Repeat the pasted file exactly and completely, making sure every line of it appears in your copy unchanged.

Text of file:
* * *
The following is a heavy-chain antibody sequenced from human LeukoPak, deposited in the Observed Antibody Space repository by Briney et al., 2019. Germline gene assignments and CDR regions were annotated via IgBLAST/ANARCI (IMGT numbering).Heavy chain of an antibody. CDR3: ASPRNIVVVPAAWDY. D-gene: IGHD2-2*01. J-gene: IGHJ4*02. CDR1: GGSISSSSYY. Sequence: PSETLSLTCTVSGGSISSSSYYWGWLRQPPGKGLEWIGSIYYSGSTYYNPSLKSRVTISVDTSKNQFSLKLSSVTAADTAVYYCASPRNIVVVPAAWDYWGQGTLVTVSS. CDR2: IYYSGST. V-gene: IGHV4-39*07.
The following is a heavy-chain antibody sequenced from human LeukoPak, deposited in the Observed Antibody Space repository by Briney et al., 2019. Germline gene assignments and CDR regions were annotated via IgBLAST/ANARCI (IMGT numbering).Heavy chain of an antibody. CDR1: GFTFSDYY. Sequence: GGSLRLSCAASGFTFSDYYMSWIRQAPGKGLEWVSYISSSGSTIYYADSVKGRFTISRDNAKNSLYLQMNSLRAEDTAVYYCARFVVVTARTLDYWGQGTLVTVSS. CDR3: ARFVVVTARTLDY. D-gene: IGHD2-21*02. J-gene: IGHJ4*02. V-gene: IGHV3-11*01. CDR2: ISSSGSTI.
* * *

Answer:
The following is a heavy-chain antibody sequenced from human LeukoPak, deposited in the Observed Antibody Space repository by Briney et al., 2019. Germline gene assignments and CDR regions were annotated via IgBLAST/ANARCI (IMGT numbering).Heavy chain of an antibody. CDR3: ASPRNIVVVPAAWDY. D-gene: IGHD2-2*01. J-gene: IGHJ4*02. CDR1: GGSISSSSYY. Sequence: PSETLSLTCTVSGGSISSSSYYWGWLRQPPGKGLEWIGSIYYSGSTYYNPSLKSRVTISVDTSKNQFSLKLSSVTAADTAVYYCASPRNIVVVPAAWDYWGQGTLVTVSS. CDR2: IYYSGST. V-gene: IGHV4-39*07.
The following is a heavy-chain antibody sequenced from human LeukoPak, deposited in the Observed Antibody Space repository by Briney et al., 2019. Germline gene assignments and CDR regions were annotated via IgBLAST/ANARCI (IMGT numbering).Heavy chain of an antibody. CDR1: GFTFSDYY. Sequence: GGSLRLSCAASGFTFSDYYMSWIRQAPGKGLEWVSYISSSGSTIYYADSVKGRFTISRDNAKNSLYLQMNSLRAEDTAVYYCARFVVVTARTLDYWGQGTLVTVSS. CDR3: ARFVVVTARTLDY. D-gene: IGHD2-21*02. J-gene: IGHJ4*02. V-gene: IGHV3-11*01. CDR2: ISSSGSTI.